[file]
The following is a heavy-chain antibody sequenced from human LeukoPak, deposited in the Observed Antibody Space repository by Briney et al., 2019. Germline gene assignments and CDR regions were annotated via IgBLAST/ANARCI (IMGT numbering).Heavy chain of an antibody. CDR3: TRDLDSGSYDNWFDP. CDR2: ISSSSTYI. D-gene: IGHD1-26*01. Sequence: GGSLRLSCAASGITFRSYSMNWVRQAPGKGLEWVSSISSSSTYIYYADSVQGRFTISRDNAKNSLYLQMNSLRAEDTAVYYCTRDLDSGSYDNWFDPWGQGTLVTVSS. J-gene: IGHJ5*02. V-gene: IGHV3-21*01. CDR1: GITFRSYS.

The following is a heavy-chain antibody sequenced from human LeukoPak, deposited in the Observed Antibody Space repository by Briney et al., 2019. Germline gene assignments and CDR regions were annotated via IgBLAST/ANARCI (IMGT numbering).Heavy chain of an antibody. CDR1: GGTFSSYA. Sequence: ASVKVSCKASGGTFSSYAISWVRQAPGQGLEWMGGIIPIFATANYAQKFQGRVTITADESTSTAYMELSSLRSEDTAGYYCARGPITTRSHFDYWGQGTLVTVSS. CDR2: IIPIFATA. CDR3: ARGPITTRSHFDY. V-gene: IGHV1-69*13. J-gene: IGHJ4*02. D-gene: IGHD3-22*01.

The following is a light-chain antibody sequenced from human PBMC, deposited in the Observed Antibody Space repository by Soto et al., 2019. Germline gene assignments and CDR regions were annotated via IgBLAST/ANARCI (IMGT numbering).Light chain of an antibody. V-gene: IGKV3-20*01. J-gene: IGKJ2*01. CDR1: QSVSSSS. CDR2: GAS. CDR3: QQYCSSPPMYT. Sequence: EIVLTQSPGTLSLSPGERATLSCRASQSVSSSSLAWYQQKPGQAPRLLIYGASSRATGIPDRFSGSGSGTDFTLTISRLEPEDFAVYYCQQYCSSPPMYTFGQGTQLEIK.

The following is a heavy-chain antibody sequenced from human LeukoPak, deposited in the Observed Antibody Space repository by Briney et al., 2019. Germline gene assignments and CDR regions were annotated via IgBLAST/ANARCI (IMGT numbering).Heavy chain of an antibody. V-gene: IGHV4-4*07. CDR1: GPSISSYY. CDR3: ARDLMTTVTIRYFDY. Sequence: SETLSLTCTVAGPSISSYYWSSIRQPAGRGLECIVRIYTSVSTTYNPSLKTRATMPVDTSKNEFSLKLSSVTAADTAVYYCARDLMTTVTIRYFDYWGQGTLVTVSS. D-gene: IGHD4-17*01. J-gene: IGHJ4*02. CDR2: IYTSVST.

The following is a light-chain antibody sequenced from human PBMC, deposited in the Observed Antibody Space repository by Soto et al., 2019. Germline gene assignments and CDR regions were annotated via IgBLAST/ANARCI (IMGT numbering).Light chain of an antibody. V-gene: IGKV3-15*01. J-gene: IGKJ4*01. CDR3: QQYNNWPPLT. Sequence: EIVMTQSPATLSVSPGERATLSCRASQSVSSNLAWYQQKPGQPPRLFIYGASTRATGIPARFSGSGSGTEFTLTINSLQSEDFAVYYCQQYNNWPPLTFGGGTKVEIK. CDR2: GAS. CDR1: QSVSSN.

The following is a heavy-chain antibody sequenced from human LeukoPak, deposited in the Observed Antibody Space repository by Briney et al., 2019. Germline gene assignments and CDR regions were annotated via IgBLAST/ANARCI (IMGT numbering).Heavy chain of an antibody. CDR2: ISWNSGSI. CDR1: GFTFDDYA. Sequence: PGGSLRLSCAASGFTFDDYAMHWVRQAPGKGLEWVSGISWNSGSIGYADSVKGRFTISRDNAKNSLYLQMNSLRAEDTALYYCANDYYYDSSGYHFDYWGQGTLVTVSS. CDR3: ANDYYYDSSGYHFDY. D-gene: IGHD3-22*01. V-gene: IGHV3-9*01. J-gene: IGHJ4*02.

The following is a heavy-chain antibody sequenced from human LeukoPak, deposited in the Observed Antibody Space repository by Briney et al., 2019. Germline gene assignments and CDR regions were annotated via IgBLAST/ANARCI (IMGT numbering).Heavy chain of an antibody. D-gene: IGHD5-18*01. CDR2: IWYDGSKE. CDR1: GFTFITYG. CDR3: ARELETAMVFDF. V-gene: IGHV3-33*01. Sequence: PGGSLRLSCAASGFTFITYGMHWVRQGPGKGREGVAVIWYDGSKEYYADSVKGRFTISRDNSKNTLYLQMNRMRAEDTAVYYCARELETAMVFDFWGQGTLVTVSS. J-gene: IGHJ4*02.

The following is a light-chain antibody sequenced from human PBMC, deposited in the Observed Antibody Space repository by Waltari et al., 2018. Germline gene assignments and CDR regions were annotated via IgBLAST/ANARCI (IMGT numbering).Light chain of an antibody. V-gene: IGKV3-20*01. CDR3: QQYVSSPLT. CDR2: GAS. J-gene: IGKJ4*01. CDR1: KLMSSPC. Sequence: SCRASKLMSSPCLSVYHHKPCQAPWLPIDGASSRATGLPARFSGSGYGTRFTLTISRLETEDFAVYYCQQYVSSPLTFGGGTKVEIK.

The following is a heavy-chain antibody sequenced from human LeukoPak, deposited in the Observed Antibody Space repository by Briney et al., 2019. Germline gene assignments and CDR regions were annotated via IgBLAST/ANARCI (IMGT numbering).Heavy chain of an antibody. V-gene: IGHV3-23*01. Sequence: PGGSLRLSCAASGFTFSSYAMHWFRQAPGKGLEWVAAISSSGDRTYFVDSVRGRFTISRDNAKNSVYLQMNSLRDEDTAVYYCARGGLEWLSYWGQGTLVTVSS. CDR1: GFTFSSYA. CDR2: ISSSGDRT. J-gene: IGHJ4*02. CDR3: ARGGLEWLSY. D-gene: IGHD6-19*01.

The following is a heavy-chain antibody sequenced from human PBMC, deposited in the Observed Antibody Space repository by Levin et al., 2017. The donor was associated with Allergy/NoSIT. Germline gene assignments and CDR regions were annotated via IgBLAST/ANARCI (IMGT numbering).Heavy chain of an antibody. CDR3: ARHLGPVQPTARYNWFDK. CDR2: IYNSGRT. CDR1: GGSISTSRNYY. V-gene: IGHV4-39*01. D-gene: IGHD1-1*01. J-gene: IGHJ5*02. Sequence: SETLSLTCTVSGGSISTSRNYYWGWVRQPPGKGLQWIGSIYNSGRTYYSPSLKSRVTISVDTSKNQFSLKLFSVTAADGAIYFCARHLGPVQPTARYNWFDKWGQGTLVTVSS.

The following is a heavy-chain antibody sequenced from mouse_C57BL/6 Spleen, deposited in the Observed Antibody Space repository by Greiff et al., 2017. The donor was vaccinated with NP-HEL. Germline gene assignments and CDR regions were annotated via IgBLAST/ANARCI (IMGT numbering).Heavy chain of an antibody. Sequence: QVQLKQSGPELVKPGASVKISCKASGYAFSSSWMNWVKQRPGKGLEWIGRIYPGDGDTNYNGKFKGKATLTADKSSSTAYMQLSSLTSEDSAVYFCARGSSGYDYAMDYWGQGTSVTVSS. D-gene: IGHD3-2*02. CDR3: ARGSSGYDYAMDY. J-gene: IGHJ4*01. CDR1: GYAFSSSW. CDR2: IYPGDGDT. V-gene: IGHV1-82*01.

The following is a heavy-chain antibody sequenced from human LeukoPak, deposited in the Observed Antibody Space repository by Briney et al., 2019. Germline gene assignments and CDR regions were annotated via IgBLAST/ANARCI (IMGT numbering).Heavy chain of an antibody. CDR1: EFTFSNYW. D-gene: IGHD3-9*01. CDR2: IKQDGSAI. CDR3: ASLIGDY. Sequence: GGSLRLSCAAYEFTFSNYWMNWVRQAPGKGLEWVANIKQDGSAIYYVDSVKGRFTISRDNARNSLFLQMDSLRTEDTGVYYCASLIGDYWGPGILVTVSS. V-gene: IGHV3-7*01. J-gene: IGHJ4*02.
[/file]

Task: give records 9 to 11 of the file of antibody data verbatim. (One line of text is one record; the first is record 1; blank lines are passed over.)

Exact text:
The following is a heavy-chain antibody sequenced from human LeukoPak, deposited in the Observed Antibody Space repository by Briney et al., 2019. Germline gene assignments and CDR regions were annotated via IgBLAST/ANARCI (IMGT numbering).Heavy chain of an antibody. V-gene: IGHV3-23*01. Sequence: PGGSLRLSCAASGFTFSSYAMHWFRQAPGKGLEWVAAISSSGDRTYFVDSVRGRFTISRDNAKNSVYLQMNSLRDEDTAVYYCARGGLEWLSYWGQGTLVTVSS. CDR1: GFTFSSYA. CDR2: ISSSGDRT. J-gene: IGHJ4*02. CDR3: ARGGLEWLSY. D-gene: IGHD6-19*01.

The following is a heavy-chain antibody sequenced from human PBMC, deposited in the Observed Antibody Space repository by Levin et al., 2017. The donor was associated with Allergy/NoSIT. Germline gene assignments and CDR regions were annotated via IgBLAST/ANARCI (IMGT numbering).Heavy chain of an antibody. CDR3: ARHLGPVQPTARYNWFDK. CDR2: IYNSGRT. CDR1: GGSISTSRNYY. V-gene: IGHV4-39*01. D-gene: IGHD1-1*01. J-gene: IGHJ5*02. Sequence: SETLSLTCTVSGGSISTSRNYYWGWVRQPPGKGLQWIGSIYNSGRTYYSPSLKSRVTISVDTSKNQFSLKLFSVTAADGAIYFCARHLGPVQPTARYNWFDKWGQGTLVTVSS.

The following is a heavy-chain antibody sequenced from mouse_C57BL/6 Spleen, deposited in the Observed Antibody Space repository by Greiff et al., 2017. The donor was vaccinated with NP-HEL. Germline gene assignments and CDR regions were annotated via IgBLAST/ANARCI (IMGT numbering).Heavy chain of an antibody. Sequence: QVQLKQSGPELVKPGASVKISCKASGYAFSSSWMNWVKQRPGKGLEWIGRIYPGDGDTNYNGKFKGKATLTADKSSSTAYMQLSSLTSEDSAVYFCARGSSGYDYAMDYWGQGTSVTVSS. D-gene: IGHD3-2*02. CDR3: ARGSSGYDYAMDY. J-gene: IGHJ4*01. CDR1: GYAFSSSW. CDR2: IYPGDGDT. V-gene: IGHV1-82*01.